The survey also disclosed interesting information about the average Swedish prostitute and the average Swedish sex buyer. According to the survey the majority of Swedish prostitutes have been sexually abused as children or in their youth, and more than half of the prostitute have severe social and mental problems. The efforts made to identify specific features in the client show the sex buyer is the man who buys sexual services because he can only relate to women as sex objects, the man who buys sexual services because he does not want a relationship, the man who buys sexual services because he does not have a relationship, the man who buys sexual services because he is not satisfied with his relationship, the man who buys sexual services because he wants a relationship and the man who buys sexual services because nobody wants to have a relationship with him. The conclusion being that the average buyer of sexual services is more or less the average man.
Conclusion I am here to tell you that prostitution is not meant to empower women. Prostitution is not the great equalizer. It was never the intention of pimps and tricks to liberate women socially, economically, sexually, or politically. Their intention is to use women’s and children’s bodies for sex and money. Pimps want to get paid and tricks want to get their dicks wet. That’s prostitution. (Kelly Holsopple, 1998) It is difficult to approach the issue of prostitution analytically, politically or legally without always stepping on somebody’s toes. The Swedish approach that views prostitution as a manifestation of the unequal power relationship between men and women in contemporary society has been criticised mainly by men, some prostitutes and pro-prostitution networks. The criticism sometimes argues that the law at its worse is oppressive as it circumscribes free ‘choice’, and at its best that the law is inadequate as it might be difficult to implement. And of course, it might be possible to address some of the negative affects of prostitution through making women’s bodies into merchandise, and prostitution and brothels into a business like any other. And it will always be possible to find women who claim that they enjoy prostituting themselves, that they like the sex, the men and the money, women that legitimate the point of view of patriarchy and the average man. However, in case we accept the fact that most contemporary societies, still, are unequal, and that sexuality is one of the arenas where inequality is produced and reproduced, and in case we accept the fact that both illegally trafficked and other women and children are severely abused on the sex market, it becomes very difficult to launch feminist arguments against the motives and logic of the Swedish prostitution law : Prostitution does not liberate women ! It is only, as noted by Holsopple a way for pimps to get paid and tricks to get their dicks wet.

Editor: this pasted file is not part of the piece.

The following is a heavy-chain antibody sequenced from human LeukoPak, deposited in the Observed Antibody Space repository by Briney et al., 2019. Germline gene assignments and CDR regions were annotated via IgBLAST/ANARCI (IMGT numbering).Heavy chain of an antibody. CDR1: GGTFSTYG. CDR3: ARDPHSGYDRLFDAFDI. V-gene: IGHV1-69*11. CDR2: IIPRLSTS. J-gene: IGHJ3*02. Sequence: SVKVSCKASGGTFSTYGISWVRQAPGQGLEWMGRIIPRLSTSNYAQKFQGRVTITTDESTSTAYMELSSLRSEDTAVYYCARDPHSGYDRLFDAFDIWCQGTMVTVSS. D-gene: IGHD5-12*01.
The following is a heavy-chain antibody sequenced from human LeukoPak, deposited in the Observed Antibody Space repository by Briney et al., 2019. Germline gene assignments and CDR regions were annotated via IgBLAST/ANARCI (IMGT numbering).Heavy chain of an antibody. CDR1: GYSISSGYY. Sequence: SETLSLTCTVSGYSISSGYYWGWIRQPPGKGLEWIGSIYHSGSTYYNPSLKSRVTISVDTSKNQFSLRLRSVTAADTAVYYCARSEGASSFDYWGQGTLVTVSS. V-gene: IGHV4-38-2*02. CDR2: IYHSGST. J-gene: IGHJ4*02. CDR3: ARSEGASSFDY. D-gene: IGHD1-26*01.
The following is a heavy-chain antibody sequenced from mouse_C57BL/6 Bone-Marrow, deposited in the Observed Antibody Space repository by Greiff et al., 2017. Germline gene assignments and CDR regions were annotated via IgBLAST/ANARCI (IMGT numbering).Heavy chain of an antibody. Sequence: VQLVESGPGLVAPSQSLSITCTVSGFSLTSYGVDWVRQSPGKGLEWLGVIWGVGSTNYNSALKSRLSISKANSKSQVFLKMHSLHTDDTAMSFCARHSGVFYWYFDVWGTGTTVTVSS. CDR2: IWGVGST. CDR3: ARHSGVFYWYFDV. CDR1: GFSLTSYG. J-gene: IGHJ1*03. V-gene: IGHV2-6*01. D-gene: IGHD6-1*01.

I. Prop. 1997/98:55. The passing of the law was not an easy task. In fact, the first state survey about prostitution had already begun in 1977 and when the final proposal for the law was made in 1995 many voices were raised criticising the law for only criminalizing one of the parties making a contract about sexual services. Before 1999 only procuring was illegal.